Lost Colony Ch. 12-4

“You know you look ridiculous in that thing, right?”

“If you’d been given a glorious trophy like this by the leader of a band of sexy hunters, you’d wear it proudly, too. Anyway, it gets cold up there.”

“Whatever,” Tracee said, suppressing a yawn. “At least bring me back something from the airport gift shop this time. I like saltwater taffy.”


The Odysseus camp took only minutes to find. Flying as high as he could while still being able to make out the landscape, Sparr first spotted the clearing where landing craft were kept. With that landmark identified, he began to make out prefabricated buildings and a modest communication tower. A stream ran through the camp, widening toward the edge to become a placid lake. He couldn’t make out the defensive ring, but it had almost certainly been among the first things the Alliance had constructed. Perimeter defenses were designed to be unobtrusive, but able to detect anyone approaching the camp. Drones or compact stun turrets would help neutralize anyone who persisted. The whole system, no doubt, would be controlled by Kevin.

Sparr took one more circle around the camp, completing his aerial survey. He thought he could tell which cluster of structures was the command center and which were residential. If there were any airborne drones he couldn’t spot them, and no signs of small craft shuttling to or from the Odysseus. There were two options. He and Tracee could approach the trading zone on foot, hoping to find someone there willing to escort them back to the camp. The plan involved less risk of violence, but depended on finding a sympathetic member of the crew. Depending on what lies Calista and Kevin had fueled, they might be greeted with hostility or fear.

Or he could simply fly into the middle of camp, land near the command center, and find Captain Fowler. The direct approach was appealing, but riskier. The air car would be seen as an unknown vehicle approaching the camp and might be shot down. He would discuss the options with Tracee.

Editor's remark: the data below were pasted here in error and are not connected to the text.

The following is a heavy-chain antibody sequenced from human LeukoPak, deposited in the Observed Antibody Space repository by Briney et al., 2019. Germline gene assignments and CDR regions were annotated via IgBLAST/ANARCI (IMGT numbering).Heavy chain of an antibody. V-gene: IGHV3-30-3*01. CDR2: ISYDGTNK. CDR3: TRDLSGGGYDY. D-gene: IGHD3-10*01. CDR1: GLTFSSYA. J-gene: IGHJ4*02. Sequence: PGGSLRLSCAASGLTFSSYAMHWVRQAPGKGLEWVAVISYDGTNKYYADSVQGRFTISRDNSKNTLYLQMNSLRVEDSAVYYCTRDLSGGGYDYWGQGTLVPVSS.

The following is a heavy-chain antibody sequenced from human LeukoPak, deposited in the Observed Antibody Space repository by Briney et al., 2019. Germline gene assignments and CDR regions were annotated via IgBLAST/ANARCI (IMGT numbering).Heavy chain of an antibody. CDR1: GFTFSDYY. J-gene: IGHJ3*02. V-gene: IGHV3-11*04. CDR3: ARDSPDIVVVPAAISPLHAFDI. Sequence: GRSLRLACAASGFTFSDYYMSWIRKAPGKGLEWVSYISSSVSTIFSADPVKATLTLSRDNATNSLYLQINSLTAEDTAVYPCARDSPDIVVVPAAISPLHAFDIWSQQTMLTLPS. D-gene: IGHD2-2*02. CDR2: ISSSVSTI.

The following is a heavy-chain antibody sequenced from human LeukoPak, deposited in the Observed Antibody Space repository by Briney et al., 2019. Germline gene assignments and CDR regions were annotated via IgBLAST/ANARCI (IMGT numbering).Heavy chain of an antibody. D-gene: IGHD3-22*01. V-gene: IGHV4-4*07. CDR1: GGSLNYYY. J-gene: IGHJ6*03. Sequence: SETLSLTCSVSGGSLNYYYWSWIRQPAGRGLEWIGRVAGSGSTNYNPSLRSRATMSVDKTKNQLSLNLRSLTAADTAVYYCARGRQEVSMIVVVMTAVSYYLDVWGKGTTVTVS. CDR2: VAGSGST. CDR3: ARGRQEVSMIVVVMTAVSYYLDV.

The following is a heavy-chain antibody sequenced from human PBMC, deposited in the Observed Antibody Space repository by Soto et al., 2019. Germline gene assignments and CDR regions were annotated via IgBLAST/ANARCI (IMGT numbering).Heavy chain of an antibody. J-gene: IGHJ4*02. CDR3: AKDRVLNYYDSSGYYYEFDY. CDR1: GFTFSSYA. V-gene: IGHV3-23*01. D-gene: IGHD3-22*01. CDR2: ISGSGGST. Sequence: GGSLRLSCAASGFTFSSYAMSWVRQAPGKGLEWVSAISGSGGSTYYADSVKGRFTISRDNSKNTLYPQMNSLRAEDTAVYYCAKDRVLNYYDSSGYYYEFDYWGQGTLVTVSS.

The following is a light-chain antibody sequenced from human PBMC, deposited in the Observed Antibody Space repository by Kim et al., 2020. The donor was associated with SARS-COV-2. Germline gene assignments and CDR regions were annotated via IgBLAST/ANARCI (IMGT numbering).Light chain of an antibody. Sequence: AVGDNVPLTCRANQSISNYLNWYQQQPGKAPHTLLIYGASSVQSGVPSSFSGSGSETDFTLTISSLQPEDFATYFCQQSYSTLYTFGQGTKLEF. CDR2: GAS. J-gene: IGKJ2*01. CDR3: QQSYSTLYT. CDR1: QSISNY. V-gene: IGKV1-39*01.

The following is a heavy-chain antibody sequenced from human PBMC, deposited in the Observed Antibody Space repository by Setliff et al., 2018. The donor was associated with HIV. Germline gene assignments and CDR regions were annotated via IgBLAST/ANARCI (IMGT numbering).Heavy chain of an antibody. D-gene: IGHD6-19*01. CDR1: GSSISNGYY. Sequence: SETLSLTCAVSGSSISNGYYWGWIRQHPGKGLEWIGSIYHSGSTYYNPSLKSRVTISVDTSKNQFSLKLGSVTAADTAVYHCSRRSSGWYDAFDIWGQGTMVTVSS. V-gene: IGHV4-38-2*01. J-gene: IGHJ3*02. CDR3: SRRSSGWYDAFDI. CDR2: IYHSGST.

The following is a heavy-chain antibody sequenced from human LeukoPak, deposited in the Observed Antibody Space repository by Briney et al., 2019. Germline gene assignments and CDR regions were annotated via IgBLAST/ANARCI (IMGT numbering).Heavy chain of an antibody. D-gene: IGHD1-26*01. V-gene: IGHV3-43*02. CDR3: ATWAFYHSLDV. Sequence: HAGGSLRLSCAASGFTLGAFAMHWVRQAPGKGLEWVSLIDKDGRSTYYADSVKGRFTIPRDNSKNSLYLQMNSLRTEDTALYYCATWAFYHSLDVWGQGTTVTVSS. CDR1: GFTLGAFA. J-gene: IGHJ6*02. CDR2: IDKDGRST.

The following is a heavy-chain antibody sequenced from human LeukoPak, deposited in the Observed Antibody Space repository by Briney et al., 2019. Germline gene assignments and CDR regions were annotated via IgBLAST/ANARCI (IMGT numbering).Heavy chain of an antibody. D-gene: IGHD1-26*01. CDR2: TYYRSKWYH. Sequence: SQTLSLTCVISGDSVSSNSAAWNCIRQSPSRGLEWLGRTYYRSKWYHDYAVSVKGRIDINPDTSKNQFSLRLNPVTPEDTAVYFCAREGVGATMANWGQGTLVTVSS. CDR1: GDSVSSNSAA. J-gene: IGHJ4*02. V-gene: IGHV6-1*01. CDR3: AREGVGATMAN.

“Let’s go, boy,” Sparr said, scratching at Bogg’s greying muzzle. He turned back toward Neeva.

The shot struck without warning. Before Sparr even heard the combat drone’s distinct high-pitched whine, an explosive round tore into the aft of the air car, shredding the passenger side thruster housing. Shrapnel spiderwebbed the rear window as the brittle sound of an explosion rang in his ears. Bogg yelped in surprise and pain.

“Fuck!” Sparr glanced back over his shoulder. Two drones were pursuing him, approaching from above, one to either side. He shoved the stick down, sending the car into a dive just as another shot clipped the car without exploding. Descending, the car was faster than the drones, and for several seconds he pulled away. Below he spotted a wide, flat valley, fed by the innumerable streams and springs that wound their way through Neeva. Ahead of him, they began to merge, forming fewer but stronger streams. If he could reach the far side where the streams fed into a single canyon he might be able to make an escape.

The drones seemed to have a similar plan. Sparr had pulled ahead, but they continued to flank the air car, pursuing him across the valley. Sparr allowed himself a brief surge of optimism. The car was faster. Once he opened up enough distance it wouldn’t matter that he was flanked. He could simply outdistance them. The ground rushed by, a patchwork of streams, sandbars, uprooted trees, and debris. Clouds of startled birds erupted from cover.

The car jerked, a shudder running through its entire frame. Sparr looked back to see the damaged thruster shooting a spray of sparks and smoke. Immediately the car began to edge sideways, its stabilizers losing the battle to fly straight with only three thrusters. He had lost his advantage.

“Fuck, fuck, fuck!” Sparr fought to keep the air car on course as the drones closed the distance. The canyon grew before him, ever nearer, but it would be desperately tight. He might already be within range of the drones.